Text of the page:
(equivalent to migration from 0 to 3 forwards in time)
```

The above output indicates that — viewed backwards in time — lineages from populations 1, 2, and 3 are consecutively moved into population 0. Viewed forwards in time instead, this means that population 3 is the first to diverge, followed by population 2 and finally the divergence between populations 0 and 1. This sequence of divergences corresponds to the species tree if population 3 is orangutan and populations 2, 1, and 0 are gorilla, chimpanzee, and human, respectively. While the parsed species names are not used as population labels, they are included in the population configurations in the form of metadata, with the “species_name” tag:

```
print([pop_config.metadata for pop_config in pop_configs])
# [{'species_name': 'human'}, {'species_name': 'chimpanzee'}, {'species_name': 'gorilla'}, {'species_name': 'orangutan'}]
```

As the above output shows, the information on the topology of the species tree is fully included in the set of population configurations and mass migration events. It also illustrates that it is always the left one (when viewed from the root towards the tips of the species tree in the tree figure above) of the two populations descending from a divergence event that is used as the destination population in mass migration events.

The population configurations also define the population size:

```
print([pop_config.initial_size for pop_config in pop_configs])
# [10000.0, 10000.0, 10000.0, 10000.0]
```

The population size is 10,000 because this value was specified for Ne when
calling `parse_species_tree()`

. The growth rates are zero for all populations,
meaning that they all have constant population sizes:

```
print([pop_config.growth_rate for pop_config in pop_configs])
# [0.0, 0.0, 0.0, 0.0]
```

To simulate under the model corresponding to the species tree, the population
configurations and mass migration events are used as input for
`simulate()`

. We can specify the genomes to sample either by using the
`samples`

parameter or by setting a sample size for each population:

```
for pop_config in pop_configs:
pop_config.sample_size = 2
# pop_configs now has 2 genomes sampled from each population at time 0. Equivalent to
# msprime.simulate(samples=[(0,0), (0,0), (1,0), (1,0), (2,0), (2,0), (3,0), (3,0)], ...)
tree_sequence = msprime.simulate(
population_configurations=pop_configs,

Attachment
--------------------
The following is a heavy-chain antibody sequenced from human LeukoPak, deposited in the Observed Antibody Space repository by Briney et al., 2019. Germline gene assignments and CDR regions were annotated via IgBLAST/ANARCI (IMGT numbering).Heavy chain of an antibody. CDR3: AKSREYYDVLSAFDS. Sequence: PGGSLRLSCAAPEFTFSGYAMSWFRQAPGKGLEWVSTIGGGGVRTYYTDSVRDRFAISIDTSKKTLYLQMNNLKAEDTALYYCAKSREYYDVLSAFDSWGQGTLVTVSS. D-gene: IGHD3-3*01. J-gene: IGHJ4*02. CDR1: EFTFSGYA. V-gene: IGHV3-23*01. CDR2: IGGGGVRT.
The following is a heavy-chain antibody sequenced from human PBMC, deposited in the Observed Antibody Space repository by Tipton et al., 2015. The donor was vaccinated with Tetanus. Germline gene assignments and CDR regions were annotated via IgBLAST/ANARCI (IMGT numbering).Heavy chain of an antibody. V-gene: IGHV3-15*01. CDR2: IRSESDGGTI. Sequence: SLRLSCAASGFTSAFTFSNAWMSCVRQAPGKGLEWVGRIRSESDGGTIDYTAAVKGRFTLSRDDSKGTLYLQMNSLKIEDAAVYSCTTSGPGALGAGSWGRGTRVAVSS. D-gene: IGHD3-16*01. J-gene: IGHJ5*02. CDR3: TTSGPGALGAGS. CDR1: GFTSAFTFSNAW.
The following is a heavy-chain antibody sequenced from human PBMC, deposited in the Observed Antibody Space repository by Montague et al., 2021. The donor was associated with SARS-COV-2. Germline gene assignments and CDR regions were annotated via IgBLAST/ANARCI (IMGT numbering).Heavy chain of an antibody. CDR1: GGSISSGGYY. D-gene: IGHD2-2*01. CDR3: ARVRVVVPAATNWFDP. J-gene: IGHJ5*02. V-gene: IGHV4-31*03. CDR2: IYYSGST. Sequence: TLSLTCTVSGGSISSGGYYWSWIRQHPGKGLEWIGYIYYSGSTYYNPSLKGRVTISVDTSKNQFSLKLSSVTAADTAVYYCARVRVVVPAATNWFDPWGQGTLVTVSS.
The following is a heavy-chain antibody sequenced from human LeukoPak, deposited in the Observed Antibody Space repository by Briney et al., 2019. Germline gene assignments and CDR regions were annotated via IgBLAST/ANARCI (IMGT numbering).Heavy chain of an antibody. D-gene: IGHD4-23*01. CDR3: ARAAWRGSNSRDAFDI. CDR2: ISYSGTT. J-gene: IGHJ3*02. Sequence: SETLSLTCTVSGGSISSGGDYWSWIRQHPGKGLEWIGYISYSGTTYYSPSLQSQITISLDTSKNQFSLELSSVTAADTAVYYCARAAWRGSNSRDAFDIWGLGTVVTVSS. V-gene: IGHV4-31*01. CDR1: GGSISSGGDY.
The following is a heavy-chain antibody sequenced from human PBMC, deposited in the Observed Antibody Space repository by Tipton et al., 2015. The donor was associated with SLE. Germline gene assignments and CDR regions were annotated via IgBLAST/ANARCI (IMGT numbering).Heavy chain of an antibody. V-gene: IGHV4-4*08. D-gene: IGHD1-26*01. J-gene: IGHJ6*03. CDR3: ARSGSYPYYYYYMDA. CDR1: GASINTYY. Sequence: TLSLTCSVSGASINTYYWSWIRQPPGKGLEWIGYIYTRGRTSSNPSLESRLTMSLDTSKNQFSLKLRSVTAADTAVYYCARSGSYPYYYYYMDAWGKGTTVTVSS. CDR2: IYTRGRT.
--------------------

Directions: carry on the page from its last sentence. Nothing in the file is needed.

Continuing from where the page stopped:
demographic_events=demographic_events)
tree = tree_sequence.first()
print(tree.draw(format="unicode"))
# 14
# ┏━━┻━━━┓
# ┃ 13
# ┃ ┏━━┻━━┓
# ┃ ┃ 12
# ┃ ┃ ┏━┻━┓
# ┃ ┃ ┃ 11
# ┃ ┃ ┃ ┏┻┓
# 10 ┃ ┃ ┃ ┃
# ┏┻┓ ┃ ┃ ┃ ┃
# ┃ ┃ ┃ 9 ┃ ┃
# ┃ ┃ ┃ ┏┻┓ ┃ ┃
# ┃ ┃ 8 ┃ ┃ ┃ ┃
# ┃ ┃ ┏┻┓ ┃ ┃ ┃ ┃
# 6 7 4 5 2 3 0 1
```

The correspondence between the model and the species tree can also be verified by using the demography debugger:

```
dd = msprime.DemographyDebugger(
population_configurations=pop_configs,
demographic_events=demographic_events)
dd.print_history()
# Model = hudson(reference_size=1)
# ================================
# Epoch: 0 -- 200000.0 generations
# ================================
# start end growth_rate | 0 1 2 3
# -------- -------- -------- | -------- -------- -------- --------
# 0 | 1e+04 1e+04 0 | 0 0 0 0
# 1 | 1e+04 1e+04 0 | 0 0 0 0
# 2 | 1e+04 1e+04 0 | 0 0 0 0
# 3 | 1e+04 1e+04 0 | 0 0 0 0
#
# Events @ generation 200000.0
# - Mass migration: Lineages moved with probability 1.0 backwards in time with source 1 & dest 0
# (equivalent to migration from 0 to 1 forwards in time)
# =================================================
# Epoch: 200000.0 -- 307142.85714285716 generations
# =================================================
# start end growth_rate | 0 1 2 3
# -------- -------- -------- | -------- -------- -------- --------
# 0 | 1e+04 1e+04 0 | 0 0 0 0
# 1 | 1e+04 1e+04 0 | 0 0 0 0
# 2 | 1e+04 1e+04 0 | 0 0 0 0
# 3 | 1e+04 1e+04 0 | 0 0 0 0
#
# Events @ generation 307142.85714285716
# - Mass migration: Lineages moved with probability 1.0 backwards in time with source 2 & dest 0
# (equivalent to migration from 0 to 2 forwards in time)
# =========================================================
# Epoch: 307142.85714285716 -- 642857.142857143 generations
# =========================================================
# start end growth_rate | 0 1 2 3
# -------- -------- -------- | -------- -------- -------- --------
# 0 | 1e+04 1e+04 0 | 0 0 0 0
# 1 | 1e+04 1e+04 0 | 0 0 0 0
# 2 | 1e+04 1e+04 0 | 0 0 0 0
# 3 | 1e+04 1e+04 0 | 0 0 0 0
#
# Events @ generation 642857.142857143
# - Mass migration: Lineages moved with probability 1.0 backwards in time with source 3 & dest 0
# (equivalent to migration from 0 to 3 forwards in time)
# ==========================================